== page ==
Movies and TV shows also perpetuate the underage alcohol consumption and fake ID use as routine and socially encouraged. Initially airing on the CW network and now accessible on Netflix, the show “Gossip Girl” follows the lives of elite teenagers in New York City. Between the drama of whether or not Blair Waldorf will end up with Chuck Bass or whatever scandal is breaking out on the Upper East Side, these A-list American teens constantly and easily underage drink. They get in to bars, have alcohol on hand most of the time, and make drinking seem like a normal activity, despite the fact that they are all between the ages of 15-19. As a top-rated show and with an average audience demographic of girls aged 12-17, [ix]“Gossip Girl” portrays underage drinking as commonplace to a young audience. A study in the Official Journal of the American Academy of Pediatrics argues that “adolescents are particularly vulnerable to the messages conveyed through television, which influence their perceptions and behaviors,”[x] highlighting the potential influence media has on adolescent participation in underage drinking. Media can encourage teens to participate in illicit activities because shows like “Gossip Girl” depict drinking as a social norm for teenagers.
The rise of the internet satisfies and expands the high demand for fake IDs as teenagers can more easily send their information through websites. Sites such as premiumfakes.com or idgod.ph draw an immense amount of business from American teenagers and produce the IDs from an “offshore location,”[xi] often China. To purchase one, a teen can merely go on one of the websites and enter all the information it asks for, including a photo taken against a blank wall and a photo of your signature. This information then gets sent to China where the manufacturers produce the IDs and send them back using jewelry boxes or another subtle disguise. These manufacturers promote their high-quality IDs by claiming “We make it easy for you and your friends” and “We offer you a chance to have a great time with your friends!”[xii] They target teenagers by emphasizing the easy process and by illustrating the ease in which teens can go out and consume alcohol with their friends. In addition, these websites offer a reduced price if IDs are ordered in bulk. This system encourages more and more teens to purchase IDs as they might hear by word of mouth that another person is needed in an order to get the discount. Ultimately, these websites know how to attract teens and satisfy their high demand for IDs, exemplifying the way the internet makes fake IDs much more accessible.
Furthermore, another fake ID market exists within the United States as many IDs get passed down to younger kids. According to research from the National Center for Biotechnology Information, 45% of subjects received their fake IDs from a non-relative, while 24% received them from a relative. Many teenagers purchase IDs from those they know who are 21 years old and who resemble them.[xiii] David Huff, a special agent with the Virginia Department of Alcoholic Beverage Control points out that “If I’m a blonde female, 5-foot-4, with blue eyes, it’s easy enough to change my hair and makeup to look like my friend so that the guy at the door is not going to notice.”[xiv] Thus, many people easily purchase fake IDs through this domestic black market.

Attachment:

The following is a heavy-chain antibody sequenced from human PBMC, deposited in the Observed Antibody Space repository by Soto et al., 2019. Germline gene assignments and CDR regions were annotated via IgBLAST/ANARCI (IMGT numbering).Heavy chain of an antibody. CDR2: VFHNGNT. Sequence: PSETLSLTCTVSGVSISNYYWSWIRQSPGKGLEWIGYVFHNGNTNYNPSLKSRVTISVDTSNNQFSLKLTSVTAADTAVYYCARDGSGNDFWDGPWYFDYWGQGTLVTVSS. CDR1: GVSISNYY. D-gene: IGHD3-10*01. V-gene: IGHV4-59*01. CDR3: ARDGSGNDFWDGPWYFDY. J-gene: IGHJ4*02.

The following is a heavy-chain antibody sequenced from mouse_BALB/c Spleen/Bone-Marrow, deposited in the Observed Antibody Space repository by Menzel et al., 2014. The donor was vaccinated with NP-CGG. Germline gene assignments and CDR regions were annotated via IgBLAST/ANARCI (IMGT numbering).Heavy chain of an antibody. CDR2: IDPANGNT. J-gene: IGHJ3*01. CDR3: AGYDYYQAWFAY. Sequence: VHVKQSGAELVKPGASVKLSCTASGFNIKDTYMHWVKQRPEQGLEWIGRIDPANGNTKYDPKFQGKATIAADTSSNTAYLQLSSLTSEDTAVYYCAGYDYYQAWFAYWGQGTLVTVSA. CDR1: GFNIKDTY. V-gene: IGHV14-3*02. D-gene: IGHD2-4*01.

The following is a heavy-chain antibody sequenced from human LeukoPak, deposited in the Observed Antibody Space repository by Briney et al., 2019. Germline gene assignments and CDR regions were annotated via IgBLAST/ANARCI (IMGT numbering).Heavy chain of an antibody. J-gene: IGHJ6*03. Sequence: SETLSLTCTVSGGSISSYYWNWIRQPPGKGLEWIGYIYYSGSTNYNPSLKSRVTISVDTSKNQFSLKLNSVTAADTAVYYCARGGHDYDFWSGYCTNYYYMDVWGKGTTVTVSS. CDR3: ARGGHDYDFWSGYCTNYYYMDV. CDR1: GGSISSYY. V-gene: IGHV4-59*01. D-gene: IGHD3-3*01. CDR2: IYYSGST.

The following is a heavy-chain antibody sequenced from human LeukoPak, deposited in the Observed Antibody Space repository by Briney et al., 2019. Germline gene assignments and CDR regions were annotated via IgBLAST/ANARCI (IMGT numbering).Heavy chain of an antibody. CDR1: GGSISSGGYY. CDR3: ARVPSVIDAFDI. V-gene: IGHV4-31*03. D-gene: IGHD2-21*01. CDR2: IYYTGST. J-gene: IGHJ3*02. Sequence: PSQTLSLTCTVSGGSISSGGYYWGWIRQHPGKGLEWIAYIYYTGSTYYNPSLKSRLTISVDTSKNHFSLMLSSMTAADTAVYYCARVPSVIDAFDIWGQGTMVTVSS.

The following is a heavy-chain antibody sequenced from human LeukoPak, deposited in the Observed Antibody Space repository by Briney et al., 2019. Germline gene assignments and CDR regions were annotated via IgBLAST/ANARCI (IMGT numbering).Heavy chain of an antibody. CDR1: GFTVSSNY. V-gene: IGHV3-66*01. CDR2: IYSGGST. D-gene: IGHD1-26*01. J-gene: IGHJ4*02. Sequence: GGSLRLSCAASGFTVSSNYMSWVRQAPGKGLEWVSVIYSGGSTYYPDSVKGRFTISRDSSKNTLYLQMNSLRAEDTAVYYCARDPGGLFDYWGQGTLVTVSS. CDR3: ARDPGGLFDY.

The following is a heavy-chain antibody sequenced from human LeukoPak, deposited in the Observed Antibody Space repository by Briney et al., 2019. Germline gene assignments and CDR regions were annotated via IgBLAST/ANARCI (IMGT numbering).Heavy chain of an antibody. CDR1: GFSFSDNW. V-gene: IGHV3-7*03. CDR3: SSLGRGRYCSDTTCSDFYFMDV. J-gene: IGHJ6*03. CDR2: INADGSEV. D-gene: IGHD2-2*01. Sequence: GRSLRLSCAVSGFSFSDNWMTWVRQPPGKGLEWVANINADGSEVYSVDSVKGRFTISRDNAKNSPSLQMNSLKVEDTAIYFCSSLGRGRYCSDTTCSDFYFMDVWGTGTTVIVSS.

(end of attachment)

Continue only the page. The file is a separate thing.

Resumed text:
An interview with an underage college student puts this black market into perspective as it shows how easy it can be to participate in these illicit activities. The person interviewed is a 19-year-old female and a member of a sorority. She has a 23-year-old older sister with a similar appearance who resides in Chicago, from whom she received a real ID. Her sister still possesses her Illinois driver’s license, but also had a legal state identification card with the same information on it that she was able to pass down to her 19-year-old sister.[xv] This ID has enabled the college student to get into local bars, purchase alcohol, and participate in these activities rather easily. This example provides insight into the simple transaction to obtain an fake ID.
Furthermore, this student’s description of the actual utilization of the ID proves how desperately underage kids want to be a part of this drinking scene. The same interviewee said, “I do still get super nervous whenever I use it just because my sister and I have different colored eyes. If the bouncer looks at the eye color on the ID and looks at mine then it just becomes obvious that it isn’t me.” Students clearly experience anxiety when attempting to use their IDs. Despite this nervousness, they risk it constantly for the thrill of being in a bar and consuming alcohol freely. The student also states that “Then if the bouncer asks me for a second form of ID I’m done since I don’t have anything else with my sister’s name on it. I’ve changed my social media name to hers and that has worked like twice but most of the time that isn’t gonna work as second form.”[xvi] The fact that teens go to the extent of even changing their identity on social media to drink exemplifies the desperate nature of this market.